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Editor's Notebook

Walk the Talk: It’s a Golden Opportunity, If We Could Only Get Together

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The 2007 Energy Bill is coming home to roost soon. Well, at least the part that has to do with testing and grading tires for rolling resistance, and then teaching consumers about the new UTQG-like scheme and helping them better care for their tires.

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NHTSA says it intends to meet its year-end deadline and deliver a rolling resistance criteria and program proposal.

Before NHTSA gets too much further, though, the tire industry has to figure out if it wants to leave consumer tire education in the hands of non-tire people.

It’s a question Roy Littlefield of TIA has been asking quite a bit lately, and he has a point.

Do we want to leave vital consumer tire education in the hands of (gulp) government or (gasp) militant consumer groups or even (GASP!!) plaintiff lawyers cavorting about as “safety experts?” Groups like Public Citizen, individuals like Sean “Old Tires Are Death” Kane?

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That’s what could happen if NHTSA decides that developing and managing an extensive consumer education program is more than it can handle. Even if it could execute such a program, do we even want the government that involved? I know I don’t.

NHTSA will have to make that decision, and there is precedent for outside groups running government-mandated programs like this – with appropriate oversight, of course. “For instance, there is a truck safety program that the American Highway Users Alliance was contracted to operate,” Littlefield said in an interview we published in January.

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TIA is the most logical and the best-prepared choice, to be sure, to handle the task. It has the neutrality and the industry representation to do a fair job, and it has a basic plan already in place called TIRES – the tire check-off program it first offered some five years ago. With government money (because the program is legislatively mandated) and the right hires (TIA will need to staff up), TIA could do an admirable and certainly industry-friendly job.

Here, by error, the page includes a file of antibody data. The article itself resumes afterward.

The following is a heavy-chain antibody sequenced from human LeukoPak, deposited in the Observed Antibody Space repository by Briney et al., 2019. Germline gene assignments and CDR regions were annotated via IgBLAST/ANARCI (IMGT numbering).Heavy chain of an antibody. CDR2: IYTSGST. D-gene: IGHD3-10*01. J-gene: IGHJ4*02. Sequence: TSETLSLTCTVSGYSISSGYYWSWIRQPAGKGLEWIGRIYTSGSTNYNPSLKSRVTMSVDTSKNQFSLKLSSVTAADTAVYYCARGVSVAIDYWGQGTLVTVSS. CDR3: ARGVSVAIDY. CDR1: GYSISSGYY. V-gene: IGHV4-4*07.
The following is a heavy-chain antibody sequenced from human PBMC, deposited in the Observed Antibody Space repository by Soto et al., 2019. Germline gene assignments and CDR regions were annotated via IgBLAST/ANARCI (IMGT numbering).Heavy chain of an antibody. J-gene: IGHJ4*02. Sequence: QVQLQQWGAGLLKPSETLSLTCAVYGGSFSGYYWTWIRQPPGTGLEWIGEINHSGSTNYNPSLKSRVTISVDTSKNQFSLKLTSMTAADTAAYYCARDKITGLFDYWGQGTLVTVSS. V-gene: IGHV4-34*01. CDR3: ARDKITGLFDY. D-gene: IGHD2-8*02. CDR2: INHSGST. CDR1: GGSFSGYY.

But it isn’t going to get anywhere if it can’t get off first base.

Even as Littlefield himself says, “It is absolutely imperative that we, as an industry, must unite immediately and convince NHTSA to allow a legitimate, trustworthy, and, above all else, knowledgeable tire industry group to develop and administer this effort.”

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To do that, TIA needs to put away the scare tactics and get the right parties into a meeting room. And that means getting tiremakers, tire marketers, distributors, dealers, retreaders – everyone who works in this industry – on board.

I can’t imagine that getting the support of tire distributors and retailers and retreaders shouldn’t be that difficult. TIA, for the most part, already represents their interests. Tire marketers would also likely also join in. Why wouldn’t they?

It is the 11 companies that make up RMA’s tire group that are the challenge, as the history of the TIRES program shows.

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But it is not an impossible task. Given the choice, I’m confident the RMA would rather have a friend in charge instead of a pack of lawyers, government bureaucrats or conspiracy theory-driven consumerists. It would rather have a voice than be squelched, and since it cannot run such a program (excluded as it directly represents manufacturers), the only way it would have any voice is with TIA running the show.

Nothing, however, is going to happen until TIA and RMA sit down and talk, work it all out and present a united plan to NHTSA. They need to quit talking about how they need to work together and actually work together on something that really matters. Because this issue does matter to everyone who makes a living in the tire industry – from the corporate chairman to the owner of the wholesale business to the tire changer at the local dealership.

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Pick a date, set an agenda, leave the lawyers at home and come with an open mind and a vision for what is ultimately best for all parties.

There are plenty of hotel meeting rooms in the D.C. area to choose from. If that won’t work, you’re welcome to come to Akron and meet in our conference room. I’ll happily make all of the arrangements, and even moderate the meeting if you wish. Just call me.

Readers, if you are for this, what can you do? Call or e-mail TIA and RMA and tell them how you feel. Contact your tire suppliers and tell them how important this issue is to you and your colleagues. Get their attention.

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We have a golden opportunity, laid out like a Christmas turkey on a well-dressed platter: A chance to use government money to support the most important link in our distribution chain – the customer. We will never see such a gift again.

Let’s not screw this up because we let ego and lawyers get in the way of what is right.

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